Tuesday, August 14, 2012

Let’s see this Olympic spirit change politics for the better

The world's greatest athletes have packed and gone home after the most inspiring and emotional of Olympic Games.

The spirit that they generated throughout most corners of this motley land has infused in it a renewed sense of optimism and self-confidence, channeled by Sebastian Coe into his hope that it will inspire a generation.

Galen Rupp's act of self-sacrifice so that his training partner, Mo Farah, could win his second gold medal and enter the history books, exemplifies this spirit, and the best of human nature.

Everybody now wants a share of this Olympic spirit. If they could bottle it, it would sell by the tanker load.

David Cameron hoped that some of this euphoria and excitement would rub off to the economic benefit of the country; this was the motivation behind UK Trade and Investment's business summits held concurrent with the Olympics.

It is also the motivation behind the Downing Street Hunger Summit, which Cameron hopes will secure sufficient commitments from leaders and multinational firms to help improve the nutrition of 25 million children by the time of Rio's 2016 Olympic Games.

This has been backed by many Olympic stars. They have urged the prime minister to go further and make alleviating hunger the top priority for the UK's presidency of the G8 next year.

Mo Farah, whose story is perhaps the most inspiring of many inspiring and humbling stories to emerge from the Games, has lent his support. He has already set up his own Foundation to give aid to the Horn of Africa. Merely by tweeting about its first fundraising ball on 1 September to his many new followers, he caused the server that hosts its website to crash.

It does make you wonder why a similar sense of global togetherness and teamwork cannot come together at other times; like the Rio+20 sustainable development summit, or the annual United Nations efforts to find a global agreement on ways to limit climate change.

Anyone who has attended these gatherings as a campaigner immediately senses a similar coming together of thousands of people from all over the world, and their enthusiasm for a common cause, and knows full well the origins of the blocks to attaining these goals.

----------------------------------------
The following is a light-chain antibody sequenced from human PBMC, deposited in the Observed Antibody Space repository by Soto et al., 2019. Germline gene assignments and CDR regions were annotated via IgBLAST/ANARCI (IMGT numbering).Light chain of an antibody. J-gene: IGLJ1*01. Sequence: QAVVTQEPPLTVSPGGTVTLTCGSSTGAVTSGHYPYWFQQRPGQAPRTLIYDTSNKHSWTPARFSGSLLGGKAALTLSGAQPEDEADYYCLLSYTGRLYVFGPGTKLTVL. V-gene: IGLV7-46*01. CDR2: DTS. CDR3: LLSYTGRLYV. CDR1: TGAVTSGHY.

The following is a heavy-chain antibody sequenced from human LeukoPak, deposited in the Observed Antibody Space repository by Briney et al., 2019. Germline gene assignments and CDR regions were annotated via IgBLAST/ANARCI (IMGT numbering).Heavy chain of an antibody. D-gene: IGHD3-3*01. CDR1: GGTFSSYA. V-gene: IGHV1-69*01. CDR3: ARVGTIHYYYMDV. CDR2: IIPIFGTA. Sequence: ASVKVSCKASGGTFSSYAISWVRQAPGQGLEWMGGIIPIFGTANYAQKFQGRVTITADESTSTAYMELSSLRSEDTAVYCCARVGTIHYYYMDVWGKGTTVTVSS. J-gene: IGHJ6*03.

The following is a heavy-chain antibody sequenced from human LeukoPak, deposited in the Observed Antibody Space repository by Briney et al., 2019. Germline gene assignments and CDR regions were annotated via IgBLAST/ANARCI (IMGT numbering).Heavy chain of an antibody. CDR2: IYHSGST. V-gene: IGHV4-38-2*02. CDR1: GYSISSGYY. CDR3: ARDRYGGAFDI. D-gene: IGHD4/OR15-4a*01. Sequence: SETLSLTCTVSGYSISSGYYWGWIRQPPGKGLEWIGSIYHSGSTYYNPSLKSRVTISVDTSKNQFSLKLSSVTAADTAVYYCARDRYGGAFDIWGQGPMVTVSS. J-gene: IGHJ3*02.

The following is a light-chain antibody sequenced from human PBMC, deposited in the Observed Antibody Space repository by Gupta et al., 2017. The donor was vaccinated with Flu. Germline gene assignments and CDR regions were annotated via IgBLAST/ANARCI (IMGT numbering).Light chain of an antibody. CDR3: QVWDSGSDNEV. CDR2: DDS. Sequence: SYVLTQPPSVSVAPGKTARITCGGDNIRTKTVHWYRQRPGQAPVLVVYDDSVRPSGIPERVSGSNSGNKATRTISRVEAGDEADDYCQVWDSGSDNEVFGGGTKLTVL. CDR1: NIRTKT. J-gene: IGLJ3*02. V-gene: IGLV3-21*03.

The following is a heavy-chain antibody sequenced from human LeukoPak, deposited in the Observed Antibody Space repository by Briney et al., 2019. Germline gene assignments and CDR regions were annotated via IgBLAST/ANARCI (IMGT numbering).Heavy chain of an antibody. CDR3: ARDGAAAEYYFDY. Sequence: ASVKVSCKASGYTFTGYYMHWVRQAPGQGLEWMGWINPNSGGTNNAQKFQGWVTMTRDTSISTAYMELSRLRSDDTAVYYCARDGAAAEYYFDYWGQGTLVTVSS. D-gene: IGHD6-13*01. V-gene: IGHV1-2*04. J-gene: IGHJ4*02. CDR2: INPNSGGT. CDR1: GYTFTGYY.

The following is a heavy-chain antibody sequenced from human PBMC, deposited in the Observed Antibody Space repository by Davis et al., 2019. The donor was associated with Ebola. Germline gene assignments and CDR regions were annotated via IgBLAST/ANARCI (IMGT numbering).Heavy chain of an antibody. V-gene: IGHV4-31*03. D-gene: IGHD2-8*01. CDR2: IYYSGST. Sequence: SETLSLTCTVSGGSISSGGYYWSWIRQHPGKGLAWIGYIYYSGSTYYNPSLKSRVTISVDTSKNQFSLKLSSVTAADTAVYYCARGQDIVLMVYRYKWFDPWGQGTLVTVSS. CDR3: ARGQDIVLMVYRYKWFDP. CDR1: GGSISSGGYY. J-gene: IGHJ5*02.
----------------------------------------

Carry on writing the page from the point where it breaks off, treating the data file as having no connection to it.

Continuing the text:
The Olympic opening ceremony, depicting coal-smoke belching factories functioning with the indentured labour of millions of workers, reminded us all that Britain began the industrial revolution, thus inaugurating the process of climate change.

Mo Farah's campaign to combat famine in Africa should also bring to our minds that it is this continent which stands to suffer the most from climate change.

The closing ceremony, in turn, by having a children's choir sing John Lennon's Imagine, attempted to make us think that if we all come together we really can save the world. As the song goes: “it's easy if you try".

It may be easy if you try, but as every medal winner at London 2012 will tell you, it's the trying that is hard: years of painful effort. But the result is worth it, even for those who do not succeed; they will cherish forever the joy of participating.

So, if the Hunger Summit succeeds, why not, in four years time, when we are back at Rio de Janeiro, home of the Sustainable Development summits, be even more ambitious?

If we do not have a global agreement by then to tackle the most pressing problem facing all life on earth, then we should use the opportunity, the euphoria and optimism, to force world leaders to sign up to one: an Olympian pact to limit emissions.

Never mind how, or who gives the most. Cease this useless bickering and destructive posturing. Show us the same generosity of spirit we have witnessed in East London.

We need from our world’s politicians displays of teamwork, cooperation within competition, and self-sacrifice, like those that have mesmerised us this last fortnight.

Olympic competitors have stunned us with their world-beating achievements that have exceeded our wildest expectations of what human beings are capable of. We expect it of our athletes.

How much more should we demand it of our political servants?

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